You also pointed out that Trey is still the principal songwriter behind Phish. With you becoming more comfortable as a songwriter on your own do you intend to bring more songs to Phish in the future?
It’s not that it’s set in stone because over the years clearly I’ve done some writing and Page and I have both worked on our craft of writing. I really like some of the stuff that Page is writing, a lot. Some of his songs are some of my favorite Phish songs to play. There’s definitely room and the band does change. If you look at the ‘90s, there may have been one part of it where we were playing all Trey and Tom songs. But then at the next point we might be doing some experiments—to do some writing by jamming or writing in the practice room together—that we’ve dabbled in before. It’s not set in stone. It might be one way for a while and then it might be another way for a while. Trey’s a great bandleader in that he likes things to evolve, including methods and approaches and he’s very encouraging to bring out the talents of the people around him. So things can change.
But I also like to be realistic. If I want to write a lot of songs and see which songs and which jams are allowing the band and the audience to reach nirvana sooner, then my band is the place to do it because there is just time to try things over and over and over again, a lot. Often with Phish, we’ll learn one of my songs and we’ll play it once or twice and then sometimes over the years we’ll play it a bunch of times. But for me to want to take a whole bunch of material and really want to flesh it out and really make it incredible by seeing what is working—and get rid of what doesn’t work—then my band is the place to do it.
I just feel really lucky that I have my band and I hope that as with me getting to do some creative work in Phish, I hope that with the other people in my band that I’ve made them that see it as a creative expression. I don’t aim for it to just be the Mike show entirely. Clearly Phish fans are coming to see me, but the other guys have such strong personalities that I’m glad to make it a real band with five of us. Just finding ways to throw the energy around and see what happens.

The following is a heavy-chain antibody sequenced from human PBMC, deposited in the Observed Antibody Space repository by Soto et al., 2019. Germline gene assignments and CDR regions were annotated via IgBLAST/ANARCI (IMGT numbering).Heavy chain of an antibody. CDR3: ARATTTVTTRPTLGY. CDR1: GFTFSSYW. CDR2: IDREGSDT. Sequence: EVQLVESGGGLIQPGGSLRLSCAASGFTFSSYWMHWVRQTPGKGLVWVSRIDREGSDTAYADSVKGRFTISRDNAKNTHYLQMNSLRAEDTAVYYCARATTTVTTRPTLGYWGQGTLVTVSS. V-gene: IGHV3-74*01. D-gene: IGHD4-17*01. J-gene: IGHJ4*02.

You brought out a Fender Precision bass during some of Phish’s encores this summer. What inspired you to try out a new bass and do you have any plans to use it more in the future?
A couple of things inspired it. Learning the Little Feat album [ Waiting for Columbus ] last year where Kenny Gradney played a precision bass and it sounded so good. Also, I borrowed a bass which was Nick Forster’s bass—Nick Forster from eTown and from Hot Rize—and I played it for a soundcheck and maybe a little bit for the gig and it sounded so good. I think there’s an aspect of a Fender bass, it has a certain growl to it—a certain midrange warmth to it.
I mean, ultimately I kept coming back to what I’m used to, which is my Modulus. I actually did some switches of different pickups in my Modulus and in my spare Modulus bass and it would change things up a bit. But I keep coming back to what I’m used to. Sticking to something goes a long way and you don’t even realize how many ways you’re used to it and how many ways you can work it. So to bring in a Fender bass or any bass with single coil pickups throws me too much for a loop on the big stage. In the studio, I used a lot of different basses to record with. It’s kind of funny because usually at a soundcheck I’ll be playing a Fender bass or something different and have a great time. But then once it’s all revved up, it throws me too much for a loop.
Recently, with my band, we had this weekend where we went to a recording studio in the middle of nowhere on a farm and we just did freeform jamming—just as a bonding experience. I was talking about not having goals in mind, well, this was one of the times. It’s really interesting when everyone’s lives are so busy and then we get together for a weekend and what we do has no specific goals in mind—it was a really funny feeling and a great feeling. We weren’t songwriting, we weren’t practicing, we were recording but we didn’t necessarily need to be. We weren’t getting ready for the tour yet.
Anyway, I brought the Fender bass and I actually had an awesome time playing it. Actually, for part of the time, I was playing with my fingers which I rarely do anymore and so it was a lot more of a classic bass sound and I was really embracing that and getting into it. Sometimes with the really modern basses, they are the best tool for the task because they have such a wide range of reliable sound. But there can be a sort of coldness in the sound and by getting back to the basics—since the Fender bass was one of the first popular electric basses—it almost returns my consciousness to the original role of bass playing, which is also nice to get into by playing the original bass that everyone played. So, yeah, I like to dabble.
This year, I did a lot of switching up of things…more than usual—trying some different effects pedals and different basses and different ways of EQ-ing things. Then with my band, I’m trying different speaker cabinets. I’m trying not to get stuck in my ways so that I just can keep finding what’s best—it’s another balancing act. If you work with what you’re used to, you’re rewarded by having a good time and being able to go further from being used to it. But at the same time, it can get a little stale—even something like a bass tone where it can start to always sound too trebly and then you turn down your treble and that doesn’t help. Then it’s time to say, “Ok, well I’m just going to try a bunch of things and not worry about it but just see what happens. And so, that’s been a bit of an era and it’s been good. Even playing a Fender bass and then coming back to my regular bass, I can learn what about the sound is nice and dial that in to my bass and just learn from the experience.